He’s used a special type of marble to complement the color palette and to give the interior walls a subtle layering effect, as seen in the bathroom and corridors. The marble is shipped from Italy where the particular landscape is rich in volcanic minerals and gaseous cavities.

The three-story elevation of the living room and overhanging transparent staircase allow the architectural complexities of the interiors to be visible from the main living areas. 

“Comfort was our main consideration when sourcing furniture and accessories,” Lim said. “We’ve selected large sofas for the living room, and armchairs made from woven plastic instead of rattan, as they are more comfortable and easier to maintain. All furniture and fittings match the immediate surroundings and interiors.”

Lim avoided flaring colors, loud decorative pieces and reflective surfaces. “What we value most is the ‘living experience’ itself, so it’s important for us to feel completely at ease when we are home.”

“From an architectural perspective, this space speaks volume and complexity through the various design details and subtle touches such as the exposed ceilings, overhanging bridge and walkway, as well as wooden feature wall. This is also where I’ve placed our beautiful hand-woven carpet sourced from Nepal. The carpet is sun-bleached which gives it the textural, organic look,” he said.


courtesy of LTW Designworks / Ti Gong

Lim Hong Lian incorporated several water features around the house, including a swimming pool and pond, which also helps to cool down the interior spaces

The accessories were mostly collected from the travels during trips to India, Egypt, Africa and around the world. No items in the main living areas are too precious, so the family doesn’t have to be extra cautious when moving between the spaces. 

Lim especially commissioned an art studio in Beijing — a firm his company LTW worked with previously on several hotel projects — to create a special feature wall installation piece.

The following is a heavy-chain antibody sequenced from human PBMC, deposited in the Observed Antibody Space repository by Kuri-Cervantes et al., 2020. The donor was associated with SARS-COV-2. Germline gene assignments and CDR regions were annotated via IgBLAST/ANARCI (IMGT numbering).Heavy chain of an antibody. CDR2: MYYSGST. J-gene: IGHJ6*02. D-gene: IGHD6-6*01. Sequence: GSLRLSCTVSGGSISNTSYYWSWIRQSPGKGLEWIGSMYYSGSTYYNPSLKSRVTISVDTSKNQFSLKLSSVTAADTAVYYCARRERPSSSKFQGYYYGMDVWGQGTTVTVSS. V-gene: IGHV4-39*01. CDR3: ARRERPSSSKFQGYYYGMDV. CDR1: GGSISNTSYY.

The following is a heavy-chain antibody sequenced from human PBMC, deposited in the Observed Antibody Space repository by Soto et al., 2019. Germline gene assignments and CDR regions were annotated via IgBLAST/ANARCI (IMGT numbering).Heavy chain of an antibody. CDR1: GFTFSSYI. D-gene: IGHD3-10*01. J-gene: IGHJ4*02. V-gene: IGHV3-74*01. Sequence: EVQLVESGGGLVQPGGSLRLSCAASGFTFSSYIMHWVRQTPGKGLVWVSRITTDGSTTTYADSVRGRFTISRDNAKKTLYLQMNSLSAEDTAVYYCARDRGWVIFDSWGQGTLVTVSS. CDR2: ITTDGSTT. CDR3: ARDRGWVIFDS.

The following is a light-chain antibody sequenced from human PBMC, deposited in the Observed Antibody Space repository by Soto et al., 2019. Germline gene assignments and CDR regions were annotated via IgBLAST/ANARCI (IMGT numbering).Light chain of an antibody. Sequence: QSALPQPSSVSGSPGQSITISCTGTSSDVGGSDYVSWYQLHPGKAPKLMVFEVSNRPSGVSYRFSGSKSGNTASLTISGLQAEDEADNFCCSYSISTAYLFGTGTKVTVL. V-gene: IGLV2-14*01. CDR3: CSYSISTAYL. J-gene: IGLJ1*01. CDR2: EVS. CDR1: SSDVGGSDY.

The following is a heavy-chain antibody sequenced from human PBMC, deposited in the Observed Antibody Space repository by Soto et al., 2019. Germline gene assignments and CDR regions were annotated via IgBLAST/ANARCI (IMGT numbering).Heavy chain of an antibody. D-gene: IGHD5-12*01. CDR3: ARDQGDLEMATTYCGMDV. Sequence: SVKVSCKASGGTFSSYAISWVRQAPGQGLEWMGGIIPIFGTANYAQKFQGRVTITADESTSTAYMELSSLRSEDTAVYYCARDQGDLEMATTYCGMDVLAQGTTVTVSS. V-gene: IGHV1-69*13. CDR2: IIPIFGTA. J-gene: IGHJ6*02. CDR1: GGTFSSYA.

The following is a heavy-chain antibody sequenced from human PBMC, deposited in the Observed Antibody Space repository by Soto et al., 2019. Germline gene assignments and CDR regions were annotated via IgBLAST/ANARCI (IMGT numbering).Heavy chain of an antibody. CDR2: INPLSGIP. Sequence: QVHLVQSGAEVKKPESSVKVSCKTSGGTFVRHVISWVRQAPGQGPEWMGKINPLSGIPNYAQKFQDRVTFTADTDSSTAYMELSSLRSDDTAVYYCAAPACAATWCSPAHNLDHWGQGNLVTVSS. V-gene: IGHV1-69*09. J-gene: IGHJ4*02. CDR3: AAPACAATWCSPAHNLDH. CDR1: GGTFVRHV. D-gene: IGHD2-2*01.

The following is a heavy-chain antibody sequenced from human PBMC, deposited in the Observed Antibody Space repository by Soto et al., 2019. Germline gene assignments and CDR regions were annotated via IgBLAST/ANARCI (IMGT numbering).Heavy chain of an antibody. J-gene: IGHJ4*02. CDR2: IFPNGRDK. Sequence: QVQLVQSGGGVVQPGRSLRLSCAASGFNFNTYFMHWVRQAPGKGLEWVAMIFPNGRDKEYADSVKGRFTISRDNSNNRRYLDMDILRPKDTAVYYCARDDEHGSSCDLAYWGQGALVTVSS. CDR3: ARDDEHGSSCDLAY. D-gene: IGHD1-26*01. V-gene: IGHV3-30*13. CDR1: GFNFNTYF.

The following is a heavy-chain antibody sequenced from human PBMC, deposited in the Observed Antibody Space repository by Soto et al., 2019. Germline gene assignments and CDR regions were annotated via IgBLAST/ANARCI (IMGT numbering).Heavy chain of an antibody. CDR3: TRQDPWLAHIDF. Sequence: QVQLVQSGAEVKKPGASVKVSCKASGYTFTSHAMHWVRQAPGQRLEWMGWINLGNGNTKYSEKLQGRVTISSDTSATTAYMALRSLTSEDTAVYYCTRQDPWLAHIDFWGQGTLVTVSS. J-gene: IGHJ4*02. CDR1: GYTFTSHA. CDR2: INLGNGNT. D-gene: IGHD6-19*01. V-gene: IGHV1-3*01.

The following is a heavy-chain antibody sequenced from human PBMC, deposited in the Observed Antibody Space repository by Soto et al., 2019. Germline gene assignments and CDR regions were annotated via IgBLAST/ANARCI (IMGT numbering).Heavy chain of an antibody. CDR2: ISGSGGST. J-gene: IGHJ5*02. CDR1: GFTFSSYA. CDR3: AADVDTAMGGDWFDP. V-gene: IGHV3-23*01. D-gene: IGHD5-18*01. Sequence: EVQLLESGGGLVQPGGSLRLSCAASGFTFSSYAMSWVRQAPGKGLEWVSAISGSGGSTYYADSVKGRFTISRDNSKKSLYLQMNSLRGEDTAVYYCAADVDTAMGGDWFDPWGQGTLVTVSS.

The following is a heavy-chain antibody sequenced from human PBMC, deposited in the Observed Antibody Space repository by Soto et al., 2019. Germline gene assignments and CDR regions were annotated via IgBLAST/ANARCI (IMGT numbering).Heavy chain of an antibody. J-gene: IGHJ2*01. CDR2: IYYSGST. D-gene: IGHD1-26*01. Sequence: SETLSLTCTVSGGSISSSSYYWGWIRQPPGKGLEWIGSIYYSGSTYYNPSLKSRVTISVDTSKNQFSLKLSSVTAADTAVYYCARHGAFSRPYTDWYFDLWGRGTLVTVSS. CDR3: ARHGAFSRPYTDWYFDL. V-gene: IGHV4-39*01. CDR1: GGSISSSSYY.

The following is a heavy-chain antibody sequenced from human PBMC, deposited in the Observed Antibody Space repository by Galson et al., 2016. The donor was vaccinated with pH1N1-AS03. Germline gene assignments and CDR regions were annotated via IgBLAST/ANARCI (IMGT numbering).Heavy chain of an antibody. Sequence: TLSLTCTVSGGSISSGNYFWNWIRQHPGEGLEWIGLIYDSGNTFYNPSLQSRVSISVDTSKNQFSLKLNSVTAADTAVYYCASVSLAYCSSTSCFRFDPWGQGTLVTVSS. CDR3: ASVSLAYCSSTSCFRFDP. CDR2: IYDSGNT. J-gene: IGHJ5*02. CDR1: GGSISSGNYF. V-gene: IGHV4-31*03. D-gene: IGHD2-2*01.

The feature wall constructed from wood is two-story high and connects the living room floor with the ceiling. When viewed from afar, it resembles the image of one’s palms gently pressed together, a symbolic representation of protection, shelter and wellbeing.

“We gave the artists the freedom to create any pattern they wanted. The stunning artwork combines many wooden cubes stacked at different angles. The result in this amazing abstract pattern produces varying images when viewed from different positions.”  

courtesy of LTW Designworks / Ti Gong

Architect Lim Hong Lian founded his own company LTW Designworks in 1991.

Ask The Owner

Q: What’s the best thing about living in Singapore?

A: The tropical natural surroundings which became the inspiration for this house.

Q: Describe your home in three words.

A: Comfortable. Inviting. Spacious.

Q: How do you unwind?

A: To unwind, I enjoy taking in the unobstructed outdoor view of the city and the ever-changing Singapore skyline from the living room.

Q: Where do you spend most of the time at home?

A: The living room.

Q: What’s the view outside your window?

A: View of the Singapore skyline and city center, including Marina Bay Sands.

Q: What’s your favorite object at home?

A: It’s difficult to pick a favorite object in our home; most of the accessories collected were from our travels so they each hold a memorable story.

Q: Where do you source furniture?

A: Everywhere around the world, from Indonesian recycled teak wood to Italian marble.